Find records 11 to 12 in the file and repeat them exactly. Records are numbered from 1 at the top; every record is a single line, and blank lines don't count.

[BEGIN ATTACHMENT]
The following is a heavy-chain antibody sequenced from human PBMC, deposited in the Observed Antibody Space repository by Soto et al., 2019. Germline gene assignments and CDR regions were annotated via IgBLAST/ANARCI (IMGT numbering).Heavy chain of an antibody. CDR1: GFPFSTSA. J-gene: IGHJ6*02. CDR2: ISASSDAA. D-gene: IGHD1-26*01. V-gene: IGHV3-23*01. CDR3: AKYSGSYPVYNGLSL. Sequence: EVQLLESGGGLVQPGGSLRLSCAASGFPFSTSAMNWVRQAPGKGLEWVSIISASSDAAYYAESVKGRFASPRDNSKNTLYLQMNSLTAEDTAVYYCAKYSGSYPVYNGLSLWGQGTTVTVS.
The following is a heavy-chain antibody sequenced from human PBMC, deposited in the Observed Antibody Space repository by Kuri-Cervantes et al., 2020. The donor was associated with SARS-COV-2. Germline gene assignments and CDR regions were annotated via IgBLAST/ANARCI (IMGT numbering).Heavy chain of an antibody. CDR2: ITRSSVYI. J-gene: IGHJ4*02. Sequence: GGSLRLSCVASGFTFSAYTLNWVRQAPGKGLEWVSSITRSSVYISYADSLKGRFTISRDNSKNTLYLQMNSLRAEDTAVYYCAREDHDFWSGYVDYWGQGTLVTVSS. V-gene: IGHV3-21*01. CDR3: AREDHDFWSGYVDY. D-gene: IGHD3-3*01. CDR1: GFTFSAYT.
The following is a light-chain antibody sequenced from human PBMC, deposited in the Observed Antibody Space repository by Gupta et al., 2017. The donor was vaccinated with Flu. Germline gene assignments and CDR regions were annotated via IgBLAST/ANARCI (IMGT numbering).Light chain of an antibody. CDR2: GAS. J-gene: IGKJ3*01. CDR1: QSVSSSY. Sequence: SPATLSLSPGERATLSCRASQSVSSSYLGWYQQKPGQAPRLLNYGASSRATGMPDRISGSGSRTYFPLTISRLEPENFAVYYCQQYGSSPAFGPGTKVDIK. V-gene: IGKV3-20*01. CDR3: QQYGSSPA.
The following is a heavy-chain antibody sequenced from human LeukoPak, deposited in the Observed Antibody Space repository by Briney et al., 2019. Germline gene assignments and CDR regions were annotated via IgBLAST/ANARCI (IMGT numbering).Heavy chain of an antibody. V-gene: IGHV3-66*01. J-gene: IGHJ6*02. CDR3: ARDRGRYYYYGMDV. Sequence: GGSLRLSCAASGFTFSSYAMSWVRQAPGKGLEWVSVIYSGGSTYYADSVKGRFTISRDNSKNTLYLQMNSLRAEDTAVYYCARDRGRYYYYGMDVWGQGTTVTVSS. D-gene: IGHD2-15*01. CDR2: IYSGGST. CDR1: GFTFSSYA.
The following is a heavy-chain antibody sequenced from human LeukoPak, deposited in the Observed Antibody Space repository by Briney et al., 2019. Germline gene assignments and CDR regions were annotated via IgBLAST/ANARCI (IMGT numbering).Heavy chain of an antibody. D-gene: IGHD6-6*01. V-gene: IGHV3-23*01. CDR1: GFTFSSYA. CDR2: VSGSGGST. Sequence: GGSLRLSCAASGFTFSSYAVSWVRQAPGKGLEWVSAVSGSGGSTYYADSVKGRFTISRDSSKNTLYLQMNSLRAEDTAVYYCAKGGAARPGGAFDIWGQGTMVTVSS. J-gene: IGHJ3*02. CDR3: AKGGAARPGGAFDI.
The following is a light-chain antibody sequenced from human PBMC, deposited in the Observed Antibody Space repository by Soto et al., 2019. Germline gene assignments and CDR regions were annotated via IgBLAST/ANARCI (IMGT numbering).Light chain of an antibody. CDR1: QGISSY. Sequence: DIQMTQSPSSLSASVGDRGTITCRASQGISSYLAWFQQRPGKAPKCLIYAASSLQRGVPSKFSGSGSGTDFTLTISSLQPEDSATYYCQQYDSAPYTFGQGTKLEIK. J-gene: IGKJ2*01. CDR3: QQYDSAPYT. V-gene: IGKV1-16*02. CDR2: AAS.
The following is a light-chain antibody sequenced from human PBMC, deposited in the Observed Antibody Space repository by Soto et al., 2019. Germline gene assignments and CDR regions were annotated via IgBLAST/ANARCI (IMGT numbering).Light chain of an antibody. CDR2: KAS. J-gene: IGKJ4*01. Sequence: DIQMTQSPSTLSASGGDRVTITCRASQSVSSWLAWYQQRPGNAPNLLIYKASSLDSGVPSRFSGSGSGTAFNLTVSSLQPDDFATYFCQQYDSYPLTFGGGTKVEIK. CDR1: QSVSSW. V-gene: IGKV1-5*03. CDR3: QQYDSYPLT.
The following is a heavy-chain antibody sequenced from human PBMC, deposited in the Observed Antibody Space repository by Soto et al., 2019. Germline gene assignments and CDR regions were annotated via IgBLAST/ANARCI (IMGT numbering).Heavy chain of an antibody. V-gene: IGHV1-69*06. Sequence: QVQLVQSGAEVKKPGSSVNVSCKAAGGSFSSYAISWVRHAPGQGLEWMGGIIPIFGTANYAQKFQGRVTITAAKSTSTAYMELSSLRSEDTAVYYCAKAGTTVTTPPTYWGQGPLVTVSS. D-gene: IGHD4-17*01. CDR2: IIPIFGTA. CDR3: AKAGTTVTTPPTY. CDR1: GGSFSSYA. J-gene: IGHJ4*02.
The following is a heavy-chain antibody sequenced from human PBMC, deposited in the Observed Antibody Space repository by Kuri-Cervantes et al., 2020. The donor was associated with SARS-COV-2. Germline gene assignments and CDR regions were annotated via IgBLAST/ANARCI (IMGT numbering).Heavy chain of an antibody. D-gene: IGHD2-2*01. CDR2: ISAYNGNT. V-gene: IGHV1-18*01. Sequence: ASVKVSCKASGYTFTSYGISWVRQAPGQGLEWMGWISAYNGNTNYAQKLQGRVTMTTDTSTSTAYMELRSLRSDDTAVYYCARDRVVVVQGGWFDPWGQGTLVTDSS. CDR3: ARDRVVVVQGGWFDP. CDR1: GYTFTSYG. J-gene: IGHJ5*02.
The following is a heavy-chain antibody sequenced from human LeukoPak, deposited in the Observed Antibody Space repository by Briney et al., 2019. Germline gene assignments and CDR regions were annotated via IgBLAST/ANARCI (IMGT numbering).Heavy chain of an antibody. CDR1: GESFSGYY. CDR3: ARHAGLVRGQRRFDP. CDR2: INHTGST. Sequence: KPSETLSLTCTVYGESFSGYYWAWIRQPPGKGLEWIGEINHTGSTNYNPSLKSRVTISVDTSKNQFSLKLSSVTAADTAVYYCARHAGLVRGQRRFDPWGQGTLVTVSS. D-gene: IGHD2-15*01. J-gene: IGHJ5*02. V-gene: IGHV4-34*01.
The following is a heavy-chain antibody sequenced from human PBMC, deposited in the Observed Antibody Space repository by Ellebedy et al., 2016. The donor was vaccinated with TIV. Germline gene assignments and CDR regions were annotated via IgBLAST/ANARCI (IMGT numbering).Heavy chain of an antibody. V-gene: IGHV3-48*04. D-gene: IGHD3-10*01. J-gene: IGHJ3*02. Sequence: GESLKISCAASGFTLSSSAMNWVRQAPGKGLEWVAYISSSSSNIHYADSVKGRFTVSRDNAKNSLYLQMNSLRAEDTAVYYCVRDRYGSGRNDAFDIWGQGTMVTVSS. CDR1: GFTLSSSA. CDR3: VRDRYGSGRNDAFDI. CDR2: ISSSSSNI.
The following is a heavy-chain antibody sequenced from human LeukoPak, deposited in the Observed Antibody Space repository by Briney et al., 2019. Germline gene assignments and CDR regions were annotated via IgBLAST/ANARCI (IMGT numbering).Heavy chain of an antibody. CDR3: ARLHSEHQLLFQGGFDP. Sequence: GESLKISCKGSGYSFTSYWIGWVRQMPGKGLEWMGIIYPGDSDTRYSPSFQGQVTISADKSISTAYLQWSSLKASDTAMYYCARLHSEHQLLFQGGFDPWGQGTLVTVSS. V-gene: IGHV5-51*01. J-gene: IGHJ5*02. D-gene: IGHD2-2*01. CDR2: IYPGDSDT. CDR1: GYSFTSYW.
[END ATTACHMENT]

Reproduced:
The following is a heavy-chain antibody sequenced from human PBMC, deposited in the Observed Antibody Space repository by Ellebedy et al., 2016. The donor was vaccinated with TIV. Germline gene assignments and CDR regions were annotated via IgBLAST/ANARCI (IMGT numbering).Heavy chain of an antibody. V-gene: IGHV3-48*04. D-gene: IGHD3-10*01. J-gene: IGHJ3*02. Sequence: GESLKISCAASGFTLSSSAMNWVRQAPGKGLEWVAYISSSSSNIHYADSVKGRFTVSRDNAKNSLYLQMNSLRAEDTAVYYCVRDRYGSGRNDAFDIWGQGTMVTVSS. CDR1: GFTLSSSA. CDR3: VRDRYGSGRNDAFDI. CDR2: ISSSSSNI.
The following is a heavy-chain antibody sequenced from human LeukoPak, deposited in the Observed Antibody Space repository by Briney et al., 2019. Germline gene assignments and CDR regions were annotated via IgBLAST/ANARCI (IMGT numbering).Heavy chain of an antibody. CDR3: ARLHSEHQLLFQGGFDP. Sequence: GESLKISCKGSGYSFTSYWIGWVRQMPGKGLEWMGIIYPGDSDTRYSPSFQGQVTISADKSISTAYLQWSSLKASDTAMYYCARLHSEHQLLFQGGFDPWGQGTLVTVSS. V-gene: IGHV5-51*01. J-gene: IGHJ5*02. D-gene: IGHD2-2*01. CDR2: IYPGDSDT. CDR1: GYSFTSYW.